"I’m not sure if it’s because of the Internet or whatever other grass-roots thing it might be, but somehow we’ve become a bigger live band than anything else," Bellamy noted. "Look at England, for example: We’re doing two gigs at Earl’s Court at the end of the year, when the kinds of acts that normally play there are U2 or Madonna. It feels strange to be the band who’s sold the least records in the world to ever play there."

Muse’s discs do sell, and quite handsomely for a band that’s only beginning to get airplay. "But it really seems like the more we tour, the more we play, the more people get to know us. We’ve never really broken wide on mainstream television or radio. It’s always been by playing live."

"And that really started to build here after ..."

"Coachella," Bellamy finished. I was thinking of the group’s impressive midday set at KROQ’s last Inland Invasion bash, where I first noticed how rabid its devotees can get. But in retrospect, he’s right: Muse’s inclusion at Coachella was a crucial turning point that lent the band a hip legitimacy it hadn’t established on its own here.

Not that Bellamy remembers much about it.

"It was so unbearably hot that it was difficult to concentrate, actually. I think we played reasonably OK under the conditions, you know, but it was so bloody stifling it’s now like a weird, hazy dream to me, and I don’t really understand what went on."

What matters isn’t how good or bad Muse was that day. What matters is that the band held on long enough for such timing to smile upon it.

As little as five years ago, there was no room for Muse within so-called alternative radio’s narrow aesthetic. "When our first album came out," Bellamy recalls, "it was standing up against things like Korn and Limp Bizkit. Everything was dominated by hard-rock and new-metal."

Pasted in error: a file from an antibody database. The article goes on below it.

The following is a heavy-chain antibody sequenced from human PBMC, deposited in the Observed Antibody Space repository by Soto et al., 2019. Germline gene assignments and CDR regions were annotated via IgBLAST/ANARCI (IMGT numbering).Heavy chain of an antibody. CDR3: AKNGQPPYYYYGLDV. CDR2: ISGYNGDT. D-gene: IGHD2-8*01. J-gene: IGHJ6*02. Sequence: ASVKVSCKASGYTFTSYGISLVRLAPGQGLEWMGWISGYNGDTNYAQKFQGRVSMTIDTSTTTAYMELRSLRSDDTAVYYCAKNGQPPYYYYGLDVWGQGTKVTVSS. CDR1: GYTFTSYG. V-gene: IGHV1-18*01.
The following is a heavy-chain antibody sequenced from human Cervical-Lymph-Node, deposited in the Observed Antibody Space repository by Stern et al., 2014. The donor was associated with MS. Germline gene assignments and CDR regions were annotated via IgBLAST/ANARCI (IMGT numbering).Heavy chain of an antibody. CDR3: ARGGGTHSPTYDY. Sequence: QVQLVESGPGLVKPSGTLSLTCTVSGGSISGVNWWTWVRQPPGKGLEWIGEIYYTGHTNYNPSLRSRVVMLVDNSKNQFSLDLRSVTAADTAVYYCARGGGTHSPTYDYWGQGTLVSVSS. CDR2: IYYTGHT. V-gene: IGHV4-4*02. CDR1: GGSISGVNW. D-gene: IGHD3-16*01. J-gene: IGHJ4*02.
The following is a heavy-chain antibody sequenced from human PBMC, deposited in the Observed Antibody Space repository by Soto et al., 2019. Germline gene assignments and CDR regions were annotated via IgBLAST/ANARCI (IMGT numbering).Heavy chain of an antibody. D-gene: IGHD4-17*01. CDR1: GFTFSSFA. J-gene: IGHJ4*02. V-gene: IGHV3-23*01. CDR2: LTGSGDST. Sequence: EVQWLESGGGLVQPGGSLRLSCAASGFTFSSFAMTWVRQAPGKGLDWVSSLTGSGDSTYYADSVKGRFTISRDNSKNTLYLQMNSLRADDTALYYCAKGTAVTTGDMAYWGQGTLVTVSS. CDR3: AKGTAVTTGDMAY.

But the musical climate has changed recently, thanks to the widespread popularization of indie-rock and outlets that play it. "A few more truly alternative bands have broken through," Bellamy says, "like the Strokes and the Flaming Lips and Coldplay. I think that has opened up the gates for us."

That may brand Muse a temporarily hot also-ran, or this could be the start of a small phenom. So what comes next? How does Muse capitalize on this newfound niche?

Bellamy isn’t sure, nor does he have concrete ideas about the next Muse album.

"Traveling to America has rubbed off on me in some ways. There’s a sound – I think you call it Tex-Mex?" asked the fan of flamenco guitar. "Maybe a harder, more electro version of that might creep out. Or a bit of minimalism – something not quite so grand and epic, more scaled-back."

And definitely more emphasis on sturdy drum-and-bass grooves, like the one that propels "Time Is Running Out." Groups like the Jimi Hendrix Experience and Rage Against the Machine and Led Zeppelin – "they relied on that, then put more lead stuff on top of it, instead of always thickening things with power chords."

That should give Bellamy more room to explore his deepest, darkest emotions, the driving force behind all of Muse’s music. "I just don’t have any other way of expressing that. It’s not deliberate," and it’s not some blatant attempt to be Radiohead, either.

"It’s just what naturally comes out. It’s my personal journey toward something larger than the everyday."

© 2004, The Orange County Register (Santa Ana, Calif.). Distributed by Knight Ridder/Tribune Information Services.